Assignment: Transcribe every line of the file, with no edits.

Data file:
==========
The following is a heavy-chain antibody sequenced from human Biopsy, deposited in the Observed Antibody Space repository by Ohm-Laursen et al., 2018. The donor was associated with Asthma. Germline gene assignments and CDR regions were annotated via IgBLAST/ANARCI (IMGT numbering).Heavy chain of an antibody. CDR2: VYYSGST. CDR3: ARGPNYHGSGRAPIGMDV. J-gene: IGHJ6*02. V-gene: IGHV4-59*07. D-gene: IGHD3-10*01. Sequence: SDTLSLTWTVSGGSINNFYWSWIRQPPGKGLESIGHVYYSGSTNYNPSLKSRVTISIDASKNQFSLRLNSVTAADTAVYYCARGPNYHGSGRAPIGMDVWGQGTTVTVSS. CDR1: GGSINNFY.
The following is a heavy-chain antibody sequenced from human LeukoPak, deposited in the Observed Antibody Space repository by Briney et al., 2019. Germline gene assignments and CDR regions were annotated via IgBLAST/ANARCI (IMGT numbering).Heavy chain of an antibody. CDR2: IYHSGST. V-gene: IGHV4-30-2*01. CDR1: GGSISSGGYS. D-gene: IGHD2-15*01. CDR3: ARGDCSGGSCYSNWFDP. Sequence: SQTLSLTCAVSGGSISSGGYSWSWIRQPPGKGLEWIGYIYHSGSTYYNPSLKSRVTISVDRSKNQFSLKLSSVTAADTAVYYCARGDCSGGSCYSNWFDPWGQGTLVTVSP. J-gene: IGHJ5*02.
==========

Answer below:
The following is a heavy-chain antibody sequenced from human Biopsy, deposited in the Observed Antibody Space repository by Ohm-Laursen et al., 2018. The donor was associated with Asthma. Germline gene assignments and CDR regions were annotated via IgBLAST/ANARCI (IMGT numbering).Heavy chain of an antibody. CDR2: VYYSGST. CDR3: ARGPNYHGSGRAPIGMDV. J-gene: IGHJ6*02. V-gene: IGHV4-59*07. D-gene: IGHD3-10*01. Sequence: SDTLSLTWTVSGGSINNFYWSWIRQPPGKGLESIGHVYYSGSTNYNPSLKSRVTISIDASKNQFSLRLNSVTAADTAVYYCARGPNYHGSGRAPIGMDVWGQGTTVTVSS. CDR1: GGSINNFY.
The following is a heavy-chain antibody sequenced from human LeukoPak, deposited in the Observed Antibody Space repository by Briney et al., 2019. Germline gene assignments and CDR regions were annotated via IgBLAST/ANARCI (IMGT numbering).Heavy chain of an antibody. CDR2: IYHSGST. V-gene: IGHV4-30-2*01. CDR1: GGSISSGGYS. D-gene: IGHD2-15*01. CDR3: ARGDCSGGSCYSNWFDP. Sequence: SQTLSLTCAVSGGSISSGGYSWSWIRQPPGKGLEWIGYIYHSGSTYYNPSLKSRVTISVDRSKNQFSLKLSSVTAADTAVYYCARGDCSGGSCYSNWFDPWGQGTLVTVSP. J-gene: IGHJ5*02.